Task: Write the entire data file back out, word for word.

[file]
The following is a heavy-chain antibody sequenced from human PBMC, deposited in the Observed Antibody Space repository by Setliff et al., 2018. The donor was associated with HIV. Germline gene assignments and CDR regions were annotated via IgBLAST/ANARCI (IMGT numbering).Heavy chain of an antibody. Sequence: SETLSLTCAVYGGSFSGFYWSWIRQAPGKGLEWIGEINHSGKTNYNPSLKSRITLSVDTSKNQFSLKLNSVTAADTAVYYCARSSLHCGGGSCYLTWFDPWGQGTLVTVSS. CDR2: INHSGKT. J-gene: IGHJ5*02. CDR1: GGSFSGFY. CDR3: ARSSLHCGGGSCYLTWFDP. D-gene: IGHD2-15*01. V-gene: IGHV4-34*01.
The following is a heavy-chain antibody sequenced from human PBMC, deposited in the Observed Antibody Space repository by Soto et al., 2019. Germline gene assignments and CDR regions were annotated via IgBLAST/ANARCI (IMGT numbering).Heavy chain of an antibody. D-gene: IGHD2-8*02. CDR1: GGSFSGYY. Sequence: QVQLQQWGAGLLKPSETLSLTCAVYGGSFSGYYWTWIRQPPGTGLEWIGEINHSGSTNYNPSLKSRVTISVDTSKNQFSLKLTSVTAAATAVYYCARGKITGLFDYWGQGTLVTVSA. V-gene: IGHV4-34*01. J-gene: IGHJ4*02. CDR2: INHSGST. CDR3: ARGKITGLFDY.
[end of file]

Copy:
The following is a heavy-chain antibody sequenced from human PBMC, deposited in the Observed Antibody Space repository by Setliff et al., 2018. The donor was associated with HIV. Germline gene assignments and CDR regions were annotated via IgBLAST/ANARCI (IMGT numbering).Heavy chain of an antibody. Sequence: SETLSLTCAVYGGSFSGFYWSWIRQAPGKGLEWIGEINHSGKTNYNPSLKSRITLSVDTSKNQFSLKLNSVTAADTAVYYCARSSLHCGGGSCYLTWFDPWGQGTLVTVSS. CDR2: INHSGKT. J-gene: IGHJ5*02. CDR1: GGSFSGFY. CDR3: ARSSLHCGGGSCYLTWFDP. D-gene: IGHD2-15*01. V-gene: IGHV4-34*01.
The following is a heavy-chain antibody sequenced from human PBMC, deposited in the Observed Antibody Space repository by Soto et al., 2019. Germline gene assignments and CDR regions were annotated via IgBLAST/ANARCI (IMGT numbering).Heavy chain of an antibody. D-gene: IGHD2-8*02. CDR1: GGSFSGYY. Sequence: QVQLQQWGAGLLKPSETLSLTCAVYGGSFSGYYWTWIRQPPGTGLEWIGEINHSGSTNYNPSLKSRVTISVDTSKNQFSLKLTSVTAAATAVYYCARGKITGLFDYWGQGTLVTVSA. V-gene: IGHV4-34*01. J-gene: IGHJ4*02. CDR2: INHSGST. CDR3: ARGKITGLFDY.